I often tell my English as Second Language students that except for pure-blooded Native Americans, our country is a nation of immigrants and their descendants. English, I explain, is technically not our official language, but our common language – the language of immigrants.

Yet even as I tell my students this, I am painfully aware that my African American friends have little sense of the immigration experience.

I am silently haunted by that scene from the 1977 Roots TV miniseries in which newly acquired slave Kunta Kinte (koon-tah-kin-tay) was flogged until he would give up his African name. His slave name would be Toby and he would forget the language of his mother. Then “American assimilation” would be complete!

Neither his name change nor his migration had been voluntary, making it clear that this was not the “Ellis Island” version of immigration. In reality, one should never refer to these as immigrants without a big asterisk and an explanatory footnote. While Kunta Kinte is more or less fictional, the people he symbolizes were not.

Dr. Ben Carson, our new African American Secretary of HUD, shocked our country this week when he described the countless thousands of kidnapped forced laborers transported in the bowels of slave ships as seekers of the American dream, those:

“other immigrants … who had a dream that one day their sons, daughters, grandsons, granddaughters, great-grandsons, great-granddaughters might pursue prosperity and happiness in this land”.

After the understandable negative reaction, Dr. Carson insisted that one could be an involuntary immigrant. Indeed, as he is the descendant of these “immigrants with an asterisk” not to be confused with the Ellis Island variety.

By Monday night on a Facebook account he shares with his wife, Dr. Carson made the following clarification, providing the footnote for the asterisk:

The slave narrative and immigrant narrative are two entirely different experiences. Slaves were ripped from their families and their homes and forced against their will after being sold into slavery by slave traders.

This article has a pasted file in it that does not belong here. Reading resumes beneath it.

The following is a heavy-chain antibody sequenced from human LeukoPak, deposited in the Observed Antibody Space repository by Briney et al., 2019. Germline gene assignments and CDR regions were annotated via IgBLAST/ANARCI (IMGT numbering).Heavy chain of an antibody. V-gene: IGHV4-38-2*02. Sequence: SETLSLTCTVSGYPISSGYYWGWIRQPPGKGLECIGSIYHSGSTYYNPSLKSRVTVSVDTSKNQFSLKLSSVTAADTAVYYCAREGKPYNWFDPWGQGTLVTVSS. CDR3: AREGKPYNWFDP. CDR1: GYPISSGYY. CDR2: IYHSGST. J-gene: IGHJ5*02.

The Immigrants made the choice to come to America. They saw this country as a land of opportunity. In contrast, slaves were forced here against their will and lost all their opportunities. We continue to live with that legacy.

The two experiences should never be intertwined, nor forgotten, as we demand the necessary progress towards an America that’s inclusive and provides access to equal opportunity for all.

When speaking before white folk, our black citizenry often feel forced to de-emphasize the fact and effects of our history regarding the “slave caste” upon which our new nation rested. Their valid concern is that we white folks are often in denial, and just don’t want to hear it.

Had Dr. Carson included his ultimate clarification in his original presentation, it would have been a really powerful and useful speech.  But to ever assert that the real Kunta Kinte’s of our past were in search of the American Dream is beyond excuse, justification, and belief.

About Larry Eppley

Larry Eppley's background is diverse. A former pulpit minister, he was a real estate agent before spending about ten years as a computer software trainer and IT support specialist. Now retired, he teaches English as Second Language classes for Spanish speakers, as well as a weekly bilingual Bible class.


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